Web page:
X-Woman' Coexisted With Neanderthals, Modern Humans
Scientists extracted mtDNA from a pinky finger bone, probably from a child, found at Denisova Cave, shown here, in the Altai Mountains of southern Siberia. Bence Viola
- An unknown type of human lived in Siberia 30,000 to 50,000 years ago.
- The early human coexisted with modern humans and Neanderthals.
- This is the first time a human species has been described only from its DNA.
An unknown type of human, nicknamed "X-Woman," coexisted with Neanderthals and our own species between 30,000 to 50,000 years ago, according to a new study that suggests at least four, and possibly more, different forms of humans existed in Asia after Homo sapiens migrated out of Africa.
The as-of-yet-unnamed new human species, documented in the journal Nature, represents the first time that a hominid has been described not from the structure of its fossilized bones, but from the sequence of its DNA.
Researchers focused on mitochondrial DNA (mtDNA), genes passed down from mothers to their children -- hence the X-Woman nickname.
Her mtDNA shows that X-Woman shared a common ancestor with Neanderthals and modern humans one million years ago, so X-Woman and her species likely migrated out of Africa 500,000 years before the ancestors of Neanderthals left Africa.
Modern humans are thought to have made the journey much more recently, at just 50,000 years ago.
"So whoever carried this mtDNA out of Africa was a creature that was not on our radar screen before," co-author Svante Paabo told Discovery News.
Paabo, who is director of the Department of Genetics at the Max Planck Institute for Evolutionary Anthropology, and his colleagues made the discovery after extracting and sequencing mtDNA from a single pinky finger bone. The bone, probably from a child, was found at Denisova Cave in the Altai Mountains of southern Siberia.
The genetic sequence was then compared with those for 54 present-day modern humans, a Late Pleistocene early modern human from Russia, six complete Neanderthal mtDNAs, one bonobo and one chimpanzee. None of them matched with the new sequence, but they revealed that the individual was a human that carried twice as many genetic differences as Neanderthals do with our species.
Since Neanderthals and modern humans were also living less than around 62 miles away in Siberia at the time, Paabo said, "At least three different forms of humans may have coexisted 30,000 to 40,000 years ago," making human history "a lot more complex and interesting" than previously thought for this period.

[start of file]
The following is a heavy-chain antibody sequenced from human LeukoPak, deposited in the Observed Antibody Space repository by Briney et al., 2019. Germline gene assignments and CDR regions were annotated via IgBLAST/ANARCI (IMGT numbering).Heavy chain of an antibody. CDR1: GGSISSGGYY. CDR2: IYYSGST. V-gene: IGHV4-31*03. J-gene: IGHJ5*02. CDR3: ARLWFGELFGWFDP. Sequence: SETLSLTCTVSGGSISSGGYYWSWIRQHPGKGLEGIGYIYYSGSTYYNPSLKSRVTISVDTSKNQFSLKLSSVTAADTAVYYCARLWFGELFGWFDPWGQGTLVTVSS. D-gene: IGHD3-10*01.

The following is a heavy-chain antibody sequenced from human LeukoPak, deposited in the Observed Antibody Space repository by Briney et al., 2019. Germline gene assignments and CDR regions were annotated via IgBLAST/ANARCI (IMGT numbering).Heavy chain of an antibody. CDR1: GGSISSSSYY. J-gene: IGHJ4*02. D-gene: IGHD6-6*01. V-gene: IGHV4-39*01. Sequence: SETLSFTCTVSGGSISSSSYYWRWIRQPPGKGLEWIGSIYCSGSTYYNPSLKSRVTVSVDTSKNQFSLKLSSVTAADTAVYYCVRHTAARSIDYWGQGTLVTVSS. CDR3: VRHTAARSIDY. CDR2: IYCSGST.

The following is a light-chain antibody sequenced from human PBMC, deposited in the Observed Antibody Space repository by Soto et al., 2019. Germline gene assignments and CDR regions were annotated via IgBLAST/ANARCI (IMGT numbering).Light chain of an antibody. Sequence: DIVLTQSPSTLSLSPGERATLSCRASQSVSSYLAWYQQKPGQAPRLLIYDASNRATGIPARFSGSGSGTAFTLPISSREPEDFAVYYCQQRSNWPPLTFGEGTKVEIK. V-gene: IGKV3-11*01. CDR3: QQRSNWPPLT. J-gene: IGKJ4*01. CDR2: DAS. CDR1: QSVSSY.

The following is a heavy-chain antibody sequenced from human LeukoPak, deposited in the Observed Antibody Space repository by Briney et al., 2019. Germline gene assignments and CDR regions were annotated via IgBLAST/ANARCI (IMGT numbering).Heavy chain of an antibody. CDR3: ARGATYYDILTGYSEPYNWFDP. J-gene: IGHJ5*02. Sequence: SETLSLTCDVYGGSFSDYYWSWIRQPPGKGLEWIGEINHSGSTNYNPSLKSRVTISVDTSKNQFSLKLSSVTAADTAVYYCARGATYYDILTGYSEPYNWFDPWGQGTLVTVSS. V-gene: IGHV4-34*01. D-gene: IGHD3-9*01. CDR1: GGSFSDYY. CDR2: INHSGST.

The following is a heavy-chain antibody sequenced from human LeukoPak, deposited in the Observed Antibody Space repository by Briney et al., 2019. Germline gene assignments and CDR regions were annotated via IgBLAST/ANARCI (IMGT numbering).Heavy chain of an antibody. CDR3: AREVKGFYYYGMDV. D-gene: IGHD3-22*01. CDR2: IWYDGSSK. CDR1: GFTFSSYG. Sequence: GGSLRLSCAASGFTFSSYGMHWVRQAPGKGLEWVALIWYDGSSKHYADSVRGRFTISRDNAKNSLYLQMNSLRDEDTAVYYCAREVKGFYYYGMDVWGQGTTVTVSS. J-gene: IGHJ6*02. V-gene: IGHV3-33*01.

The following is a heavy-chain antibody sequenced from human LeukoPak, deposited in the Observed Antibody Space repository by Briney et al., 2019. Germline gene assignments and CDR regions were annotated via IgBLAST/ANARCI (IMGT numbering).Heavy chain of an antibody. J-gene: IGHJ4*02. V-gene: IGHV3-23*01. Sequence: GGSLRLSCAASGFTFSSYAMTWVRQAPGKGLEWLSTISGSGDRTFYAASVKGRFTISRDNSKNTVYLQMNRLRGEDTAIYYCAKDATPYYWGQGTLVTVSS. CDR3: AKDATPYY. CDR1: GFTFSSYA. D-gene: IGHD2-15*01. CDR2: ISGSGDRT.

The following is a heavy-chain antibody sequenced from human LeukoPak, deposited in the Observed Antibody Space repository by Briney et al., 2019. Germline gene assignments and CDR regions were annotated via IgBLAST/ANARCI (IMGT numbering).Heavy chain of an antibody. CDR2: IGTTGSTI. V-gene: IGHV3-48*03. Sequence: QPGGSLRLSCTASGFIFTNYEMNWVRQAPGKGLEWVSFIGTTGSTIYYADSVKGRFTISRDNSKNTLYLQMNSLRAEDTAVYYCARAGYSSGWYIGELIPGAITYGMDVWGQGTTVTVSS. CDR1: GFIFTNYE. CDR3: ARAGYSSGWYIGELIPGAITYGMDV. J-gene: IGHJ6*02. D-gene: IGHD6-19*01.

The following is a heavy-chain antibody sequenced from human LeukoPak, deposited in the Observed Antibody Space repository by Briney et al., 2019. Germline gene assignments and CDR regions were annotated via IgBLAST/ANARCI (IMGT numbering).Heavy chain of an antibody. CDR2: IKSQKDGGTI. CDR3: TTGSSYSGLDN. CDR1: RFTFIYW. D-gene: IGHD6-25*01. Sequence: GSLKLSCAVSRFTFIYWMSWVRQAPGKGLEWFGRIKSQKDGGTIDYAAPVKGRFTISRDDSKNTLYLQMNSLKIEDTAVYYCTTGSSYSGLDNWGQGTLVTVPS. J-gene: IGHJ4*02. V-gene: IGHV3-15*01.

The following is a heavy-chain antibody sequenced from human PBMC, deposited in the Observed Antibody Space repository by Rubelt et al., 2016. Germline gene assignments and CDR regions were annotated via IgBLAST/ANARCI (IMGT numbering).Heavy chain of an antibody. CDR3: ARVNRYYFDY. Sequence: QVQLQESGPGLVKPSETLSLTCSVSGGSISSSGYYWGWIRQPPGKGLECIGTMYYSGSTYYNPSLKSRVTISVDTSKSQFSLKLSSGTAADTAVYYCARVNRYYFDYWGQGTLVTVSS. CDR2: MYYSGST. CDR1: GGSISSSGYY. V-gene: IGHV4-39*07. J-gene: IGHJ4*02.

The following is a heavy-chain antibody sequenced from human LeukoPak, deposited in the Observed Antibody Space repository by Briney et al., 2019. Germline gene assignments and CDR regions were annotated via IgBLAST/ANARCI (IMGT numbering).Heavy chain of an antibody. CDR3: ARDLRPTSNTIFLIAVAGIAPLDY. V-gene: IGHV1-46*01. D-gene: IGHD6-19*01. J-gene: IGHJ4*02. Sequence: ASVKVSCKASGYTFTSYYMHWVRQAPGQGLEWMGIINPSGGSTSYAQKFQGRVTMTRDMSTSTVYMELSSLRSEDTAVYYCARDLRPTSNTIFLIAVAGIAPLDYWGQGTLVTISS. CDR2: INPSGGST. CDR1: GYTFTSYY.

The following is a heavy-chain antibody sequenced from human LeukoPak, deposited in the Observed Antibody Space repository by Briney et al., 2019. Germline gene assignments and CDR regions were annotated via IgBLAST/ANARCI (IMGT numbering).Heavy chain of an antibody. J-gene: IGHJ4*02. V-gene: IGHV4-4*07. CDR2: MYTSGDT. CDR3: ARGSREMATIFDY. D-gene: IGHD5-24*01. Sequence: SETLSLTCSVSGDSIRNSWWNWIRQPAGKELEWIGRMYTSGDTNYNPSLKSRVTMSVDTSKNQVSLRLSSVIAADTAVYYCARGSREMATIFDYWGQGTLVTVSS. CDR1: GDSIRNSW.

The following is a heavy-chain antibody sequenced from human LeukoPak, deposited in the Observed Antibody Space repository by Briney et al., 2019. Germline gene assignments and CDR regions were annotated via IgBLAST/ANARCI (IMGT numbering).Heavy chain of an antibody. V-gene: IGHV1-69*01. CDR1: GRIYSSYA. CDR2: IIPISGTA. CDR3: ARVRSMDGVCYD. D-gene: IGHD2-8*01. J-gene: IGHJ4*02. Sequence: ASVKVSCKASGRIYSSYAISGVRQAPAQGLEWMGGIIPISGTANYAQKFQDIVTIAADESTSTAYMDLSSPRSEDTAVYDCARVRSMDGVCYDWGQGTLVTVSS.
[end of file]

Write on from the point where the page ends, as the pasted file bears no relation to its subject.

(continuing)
Yet another human species, the recently identified Homo floresiensis, aka "Hobbit human," lived just 17,000 years ago in Indonesia.
Based on archaeological finds from Denisova Cave, the researchers suspect X-Woman and her species, along with the Neanderthals and modern humans, hunted large game, such as woolly mammoths and woolly rhinos.
Conditions were often cold then in Siberia, as they are now, so everyone probably wore heavy, protective clothing. Ornaments dating to the period, such as bracelets, were also found in the cave.
Because the different humans appear to have lived within close proximity of each other, this "increases the potential for interaction," including inbreeding, Paabo said during a press conference yesterday in London with colleague Johannes Krause.
The apparently peaceful coexistence may not have lasted long, however, since only our species survived into modern times. As a result, Paabo said the extinction of the other human groups may have been "early genocide" or due to environmental factors or competition for resources.
In a separate commentary also appearing in this issue of Nature, Terence Brown, a professor of life sciences at the University of Manchester, wrote, "The relationship between the Denisova sample and Neanderthals and modern humans will become clearer when nuclear DNA is obtained."
Paabo, Krause and their colleagues are already planning such work, which they believe could take months.
Brown concluded, "The demonstration that a bone fragment can provide evidence for an unknown hominin will surely prompt more studies of this kind and, possibly, increase the crowd of ancestors that early modern humans met when they travelled into Eurasia."